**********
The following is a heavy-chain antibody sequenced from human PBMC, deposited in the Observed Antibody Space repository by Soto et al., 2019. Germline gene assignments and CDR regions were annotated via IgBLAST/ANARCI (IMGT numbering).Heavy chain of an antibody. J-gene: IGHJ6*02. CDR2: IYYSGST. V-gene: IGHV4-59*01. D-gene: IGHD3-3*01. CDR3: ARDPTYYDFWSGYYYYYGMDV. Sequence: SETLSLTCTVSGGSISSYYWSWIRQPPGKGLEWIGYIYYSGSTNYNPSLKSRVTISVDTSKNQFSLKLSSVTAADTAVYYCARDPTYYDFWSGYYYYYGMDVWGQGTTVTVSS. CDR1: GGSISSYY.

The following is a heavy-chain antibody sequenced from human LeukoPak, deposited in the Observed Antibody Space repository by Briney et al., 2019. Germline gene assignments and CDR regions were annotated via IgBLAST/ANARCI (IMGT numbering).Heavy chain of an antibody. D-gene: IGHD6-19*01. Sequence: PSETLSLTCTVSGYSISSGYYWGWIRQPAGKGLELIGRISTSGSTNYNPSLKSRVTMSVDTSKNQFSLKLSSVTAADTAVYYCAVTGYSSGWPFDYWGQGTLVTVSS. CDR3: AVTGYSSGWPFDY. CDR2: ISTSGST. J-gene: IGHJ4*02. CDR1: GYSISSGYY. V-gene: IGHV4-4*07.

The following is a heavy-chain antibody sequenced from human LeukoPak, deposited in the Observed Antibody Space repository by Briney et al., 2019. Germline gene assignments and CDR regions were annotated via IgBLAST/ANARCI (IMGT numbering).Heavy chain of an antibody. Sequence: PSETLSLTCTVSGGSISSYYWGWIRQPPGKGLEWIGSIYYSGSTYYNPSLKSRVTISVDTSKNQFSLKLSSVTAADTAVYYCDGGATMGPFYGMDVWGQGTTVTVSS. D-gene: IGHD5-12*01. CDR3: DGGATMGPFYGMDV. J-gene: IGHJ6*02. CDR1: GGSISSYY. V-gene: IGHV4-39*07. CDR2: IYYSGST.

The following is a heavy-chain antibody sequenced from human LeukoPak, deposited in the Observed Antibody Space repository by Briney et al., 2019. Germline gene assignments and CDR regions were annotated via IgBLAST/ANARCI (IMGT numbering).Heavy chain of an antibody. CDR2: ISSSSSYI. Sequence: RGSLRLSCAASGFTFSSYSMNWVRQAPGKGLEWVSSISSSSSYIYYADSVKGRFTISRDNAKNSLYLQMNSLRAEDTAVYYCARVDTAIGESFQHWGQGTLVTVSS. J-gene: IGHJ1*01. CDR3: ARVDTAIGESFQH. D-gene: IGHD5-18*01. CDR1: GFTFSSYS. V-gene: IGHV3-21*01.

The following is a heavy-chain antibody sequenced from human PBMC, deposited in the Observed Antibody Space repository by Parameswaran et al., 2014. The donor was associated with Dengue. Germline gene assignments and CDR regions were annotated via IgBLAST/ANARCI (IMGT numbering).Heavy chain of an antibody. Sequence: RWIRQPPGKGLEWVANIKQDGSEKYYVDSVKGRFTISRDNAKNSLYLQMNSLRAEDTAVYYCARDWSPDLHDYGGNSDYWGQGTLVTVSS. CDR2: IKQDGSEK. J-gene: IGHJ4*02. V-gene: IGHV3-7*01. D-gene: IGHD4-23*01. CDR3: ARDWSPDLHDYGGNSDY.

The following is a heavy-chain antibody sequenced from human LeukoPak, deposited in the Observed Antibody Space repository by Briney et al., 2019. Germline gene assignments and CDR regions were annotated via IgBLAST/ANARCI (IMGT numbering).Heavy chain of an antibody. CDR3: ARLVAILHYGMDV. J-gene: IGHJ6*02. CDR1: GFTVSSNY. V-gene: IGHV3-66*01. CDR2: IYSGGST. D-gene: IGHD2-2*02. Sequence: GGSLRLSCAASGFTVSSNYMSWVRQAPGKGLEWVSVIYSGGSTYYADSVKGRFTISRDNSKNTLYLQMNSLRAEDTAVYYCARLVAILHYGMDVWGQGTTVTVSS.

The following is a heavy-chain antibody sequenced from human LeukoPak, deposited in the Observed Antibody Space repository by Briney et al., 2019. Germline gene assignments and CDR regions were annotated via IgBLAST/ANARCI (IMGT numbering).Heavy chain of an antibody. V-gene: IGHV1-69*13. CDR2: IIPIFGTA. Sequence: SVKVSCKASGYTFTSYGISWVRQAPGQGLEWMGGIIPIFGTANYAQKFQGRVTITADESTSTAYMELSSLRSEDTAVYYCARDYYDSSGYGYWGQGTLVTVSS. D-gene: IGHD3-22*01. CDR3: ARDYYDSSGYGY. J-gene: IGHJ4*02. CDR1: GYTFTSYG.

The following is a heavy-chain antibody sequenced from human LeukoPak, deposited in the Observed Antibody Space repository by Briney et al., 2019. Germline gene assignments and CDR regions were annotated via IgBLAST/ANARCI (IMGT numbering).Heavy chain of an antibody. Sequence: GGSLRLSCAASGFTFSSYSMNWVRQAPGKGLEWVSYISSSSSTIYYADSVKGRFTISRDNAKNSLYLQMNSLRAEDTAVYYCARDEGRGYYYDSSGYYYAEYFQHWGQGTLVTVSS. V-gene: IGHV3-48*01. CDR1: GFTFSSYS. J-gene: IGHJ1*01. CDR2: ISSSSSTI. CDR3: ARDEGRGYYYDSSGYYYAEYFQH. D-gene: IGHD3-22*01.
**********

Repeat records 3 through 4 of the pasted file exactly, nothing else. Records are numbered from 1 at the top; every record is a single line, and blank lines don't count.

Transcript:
The following is a heavy-chain antibody sequenced from human LeukoPak, deposited in the Observed Antibody Space repository by Briney et al., 2019. Germline gene assignments and CDR regions were annotated via IgBLAST/ANARCI (IMGT numbering).Heavy chain of an antibody. Sequence: PSETLSLTCTVSGGSISSYYWGWIRQPPGKGLEWIGSIYYSGSTYYNPSLKSRVTISVDTSKNQFSLKLSSVTAADTAVYYCDGGATMGPFYGMDVWGQGTTVTVSS. D-gene: IGHD5-12*01. CDR3: DGGATMGPFYGMDV. J-gene: IGHJ6*02. CDR1: GGSISSYY. V-gene: IGHV4-39*07. CDR2: IYYSGST.

The following is a heavy-chain antibody sequenced from human LeukoPak, deposited in the Observed Antibody Space repository by Briney et al., 2019. Germline gene assignments and CDR regions were annotated via IgBLAST/ANARCI (IMGT numbering).Heavy chain of an antibody. CDR2: ISSSSSYI. Sequence: RGSLRLSCAASGFTFSSYSMNWVRQAPGKGLEWVSSISSSSSYIYYADSVKGRFTISRDNAKNSLYLQMNSLRAEDTAVYYCARVDTAIGESFQHWGQGTLVTVSS. J-gene: IGHJ1*01. CDR3: ARVDTAIGESFQH. D-gene: IGHD5-18*01. CDR1: GFTFSSYS. V-gene: IGHV3-21*01.